This Furious Mom Said Pumpkin Patch Workers Told Her Son With Down Syndrome He Had To Leave

When one youngster arrived at his local pumpkin patch, he couldn’t wait for an action-packed day of fun. However, as he enjoyed himself on the bounce house, a member of staff asked his babysitter to escort him out. Later, his family claimed workers had discriminated against the boy because of his Down syndrome.

Like most 11-year-olds, Nicho Fajardo was no doubt looking forward to the Halloween festivities in October 2017. The youngster comes from North Hollywood, California, where he lives with his mom and dad. In many ways, Fajardo was just like every kid his age, except for the fact he had Down syndrome.

Down syndrome is a genetic disorder that occurs when a third copy of the chromosome 21 appears in a human’s DNA. The condition can cause physical growth problems, characteristic facial features and some intellectual disability. However, despite the challenges his disorder posed, his parents always ensured Fajardo experienced everything his peers did.

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That’s why they were so upset when they felt their beloved son was discriminated against in fall 2017. In preparation for Halloween, Fajardo’s babysitter, Erika Ganier, took the youngster to a nearby pumpkin patch in Van Nuys. The day out was supposed to be a treat, but it descended into disaster.

At first, the day passed without incident. In fact, Fajardo was having a whale of a time, jumping around on a bounce house. His energy was infectious. As a result, Ganier couldn’t resist taking some snaps of the youngster enjoying himself to remember the special occasion.

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However, moments later, something would happen to transform those good memories into bad ones. That’s because, as Fajardo let loose just like the other children at the pumpkin patch, someone approached Ganier and asked her to remove him from the play area.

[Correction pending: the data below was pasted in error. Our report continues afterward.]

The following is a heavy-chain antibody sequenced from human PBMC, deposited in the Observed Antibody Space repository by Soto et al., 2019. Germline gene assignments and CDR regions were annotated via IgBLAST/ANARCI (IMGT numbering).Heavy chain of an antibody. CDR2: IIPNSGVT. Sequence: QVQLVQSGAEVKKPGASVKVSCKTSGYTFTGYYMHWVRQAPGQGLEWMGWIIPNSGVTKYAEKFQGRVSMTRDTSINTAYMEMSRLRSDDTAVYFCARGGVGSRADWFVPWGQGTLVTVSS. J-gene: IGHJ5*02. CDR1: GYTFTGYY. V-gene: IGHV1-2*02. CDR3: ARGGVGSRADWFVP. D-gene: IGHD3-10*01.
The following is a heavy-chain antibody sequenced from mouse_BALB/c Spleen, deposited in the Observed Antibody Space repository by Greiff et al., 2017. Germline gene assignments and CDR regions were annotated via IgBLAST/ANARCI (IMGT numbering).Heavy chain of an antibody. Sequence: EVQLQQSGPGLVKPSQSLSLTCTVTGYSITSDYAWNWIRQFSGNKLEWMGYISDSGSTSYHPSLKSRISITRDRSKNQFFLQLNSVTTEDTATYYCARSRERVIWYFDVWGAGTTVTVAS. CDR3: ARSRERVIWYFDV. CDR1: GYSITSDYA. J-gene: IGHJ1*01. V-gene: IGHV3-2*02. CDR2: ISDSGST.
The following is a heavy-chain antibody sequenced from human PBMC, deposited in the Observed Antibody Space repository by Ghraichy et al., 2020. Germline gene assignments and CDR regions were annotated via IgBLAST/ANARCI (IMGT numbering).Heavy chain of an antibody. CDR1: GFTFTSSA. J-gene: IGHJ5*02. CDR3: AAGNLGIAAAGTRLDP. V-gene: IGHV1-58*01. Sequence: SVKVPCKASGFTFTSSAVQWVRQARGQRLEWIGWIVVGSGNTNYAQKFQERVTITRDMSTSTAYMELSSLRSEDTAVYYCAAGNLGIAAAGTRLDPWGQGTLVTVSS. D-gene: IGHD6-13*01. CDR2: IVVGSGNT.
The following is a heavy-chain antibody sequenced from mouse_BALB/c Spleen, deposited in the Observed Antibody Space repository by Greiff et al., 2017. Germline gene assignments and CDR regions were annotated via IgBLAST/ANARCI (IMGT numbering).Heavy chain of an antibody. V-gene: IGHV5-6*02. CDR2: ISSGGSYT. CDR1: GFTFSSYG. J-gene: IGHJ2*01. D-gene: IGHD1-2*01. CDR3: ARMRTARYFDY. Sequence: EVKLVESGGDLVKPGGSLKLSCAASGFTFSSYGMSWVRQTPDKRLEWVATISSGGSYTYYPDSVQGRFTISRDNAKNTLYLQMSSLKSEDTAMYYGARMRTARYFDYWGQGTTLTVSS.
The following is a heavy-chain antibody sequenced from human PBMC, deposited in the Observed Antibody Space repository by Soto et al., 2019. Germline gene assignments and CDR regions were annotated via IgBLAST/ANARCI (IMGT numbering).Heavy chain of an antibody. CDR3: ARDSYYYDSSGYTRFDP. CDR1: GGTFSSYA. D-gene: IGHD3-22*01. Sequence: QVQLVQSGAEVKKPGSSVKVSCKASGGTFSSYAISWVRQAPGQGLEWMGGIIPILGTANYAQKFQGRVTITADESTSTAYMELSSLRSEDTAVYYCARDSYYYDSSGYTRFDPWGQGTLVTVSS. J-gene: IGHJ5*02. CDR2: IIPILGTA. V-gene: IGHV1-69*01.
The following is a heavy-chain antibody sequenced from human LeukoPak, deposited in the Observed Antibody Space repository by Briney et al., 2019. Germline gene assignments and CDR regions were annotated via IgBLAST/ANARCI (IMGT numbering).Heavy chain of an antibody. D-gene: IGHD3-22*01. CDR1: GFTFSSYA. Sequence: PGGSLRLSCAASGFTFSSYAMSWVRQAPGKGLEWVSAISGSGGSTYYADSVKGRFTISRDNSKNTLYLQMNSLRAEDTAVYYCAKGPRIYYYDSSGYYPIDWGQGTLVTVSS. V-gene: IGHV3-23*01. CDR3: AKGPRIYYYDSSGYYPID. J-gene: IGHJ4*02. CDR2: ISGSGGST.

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According to the pumpkin patch worker, it was unsafe for Fajardo play with the other children. She told an astonished Ganier that “kids like him” weren’t permitted at the patch because of previous problems with injury.

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Understandably, the babysitter was furious. At first, she declined to remove Fajardo from the patch. However, after a heated exchange, Ganier begrudgingly managed to convince the child to move on, so as not to cause more of a scene.

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The incident left her fuming. “I am furious! I couldn’t even believe what was happening,” she admitted to CBS 2 in October 2017. “The other children are running around and jumping and we have to leave.”

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Unable to bite her tongue, she later shared a lengthy post about the incident on Facebook. “I gently took Nicho’s hand and told him that one must fight against mean and unkind people,” she wrote. “He was affected by this experience but he did not know how to express it.”

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One person who reacted to the update was Fajardo’s mom, Maria. “Erika, thank you for sticking up for my Nicho, I’m so upset!” she wrote. And it turned out that she wasn’t the only one. In fact, the babysitter’s post outraged many who saw it.